By Farm Chef Derek Uhlemann

Winter is a quiet and reflective time at the farm, full of planning and predictions of the season to come. We spend most of our time pouring over organic seed catalogues and placing orders while we plan out the crop rotation and layout of next year’s fields. This contemplative time is full of anticipation following long conversations with the chefs and customers who advise us on what they want us to grow for the coming season. Chefs are telling us vegetable cookery will be the big trend in 2014 with many requests for the obscure and rare heirloom varietals that will make their dishes and home tables unique. I doubt that celtuce, albino beets, or paw paw will overtake kale as the vegetable of choice for 2014 but watch out for Swiss chard as the new “in” green. Another exciting trend for this coming year is fermentation and at the farm we have been honing our crock skills with sauerkraut, Kombucha, lactic fermented cucumbers and my personal favorite sambal chili sauce we fermented with our 2012 Pinot Blanc and Espelette peppers. We are planning on providing classes on fermentation and raw food production with our farm partners in the coming season.
Temperature is a close concern in the winter, whether it’s for our air-dried hams, sparkling wine, compost piles, livestock survival, or vineyards we are always checking the thermometer.  In order to make our fields organically productive we build up our compost piles all year long adding biomass from our fields, manure pile, and wine grape must left over from winemaking. These compost piles are monitored all winter long to achieve a natural internal temperature of 60° C  which is heated by the decomposition of organic matter. These piles actively compost for 3 months and then age an additional 9 months next to our windbreak of deciduous trees which also allow beneficial fungus to populate the compost. This end product of decomposition is then spread into our vineyards and fruit and vegetable fields, providing the slow release of nutrients into our soils. The foundation of organic farming is soil healthiness and adding compost helps improve soil structure, create disease resistance, attract beneficial insects, and aid microbial activity, which contributes to delicious flavours in food and wine. For our pruning and vineyard health we closely watch the Washington State University Grape Cold Hardiness real time monitoring. This invaluable information is collected and analyzed from buds and canes grown in mature vineyards at WSU near Prusser Washington. These graphs let us know the lowest temperatures the vines can handle and what the potential damages may be in the coming year. On February 5th this winter we saw temperatures drop to a low of -22° C. This just crosses the danger zone for varietals such as Pinot Noir and may spell lower yields in 2014’s harvest.  However for the sophisticated Pinot Noir lover this might be a great time to stock up on our rosé! For our Highland Cattle and Barbados Black Belly Sheep, Teff and oat hay that we baled this fall is being liberally dispensed in order to keep our friends warm and fed. Even in the coldest of temperatures one of our ewes gave birth to a duo of lambs bringing the first hints of spring into the fields.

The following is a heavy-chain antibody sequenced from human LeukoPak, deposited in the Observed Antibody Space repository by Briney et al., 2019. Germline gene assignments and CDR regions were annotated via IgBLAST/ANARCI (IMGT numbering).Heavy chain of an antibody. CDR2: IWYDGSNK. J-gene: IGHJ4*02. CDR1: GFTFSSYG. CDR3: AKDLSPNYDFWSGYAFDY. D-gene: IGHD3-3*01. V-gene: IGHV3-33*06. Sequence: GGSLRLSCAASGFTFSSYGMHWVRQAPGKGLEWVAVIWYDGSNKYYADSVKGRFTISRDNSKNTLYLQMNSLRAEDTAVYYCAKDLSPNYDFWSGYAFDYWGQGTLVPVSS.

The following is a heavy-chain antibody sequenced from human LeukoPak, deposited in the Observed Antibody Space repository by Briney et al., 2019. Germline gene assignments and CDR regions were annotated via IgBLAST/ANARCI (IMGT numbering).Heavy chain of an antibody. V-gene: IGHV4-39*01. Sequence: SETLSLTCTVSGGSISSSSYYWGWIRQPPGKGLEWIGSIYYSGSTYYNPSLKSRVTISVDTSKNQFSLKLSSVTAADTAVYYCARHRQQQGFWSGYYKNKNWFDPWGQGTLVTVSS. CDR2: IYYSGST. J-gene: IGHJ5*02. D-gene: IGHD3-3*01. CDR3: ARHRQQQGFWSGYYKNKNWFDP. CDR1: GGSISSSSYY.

Our Wine Lounge area has also become a temperature concern now that it is storing our sparkling wines and air-dried hams. Our tasting area is now home to racks of sparkling wine, which we turn each bottle a fraction everyday allowing the sediment to collect in the neck of the bottle. When the riddling is finished we will open the bottles and disgorge the sediment. This finishes our méthode traditionnelle sparkling wine Odie just in time for warmer weather.  


Our hams came from Berkshire sows raised on the farm which have been salt cured and are hanging at a constant 15° C beside the sparkling wine. These will move outside when the weather warms into the pine trees at the edge of McIntyre Bluff to finish curing in preparation for our summer Farm Field Table Dinners. As with every season we do the chores at hand and prepare for the changing months ahead with excitement and dreams of warmer weather.

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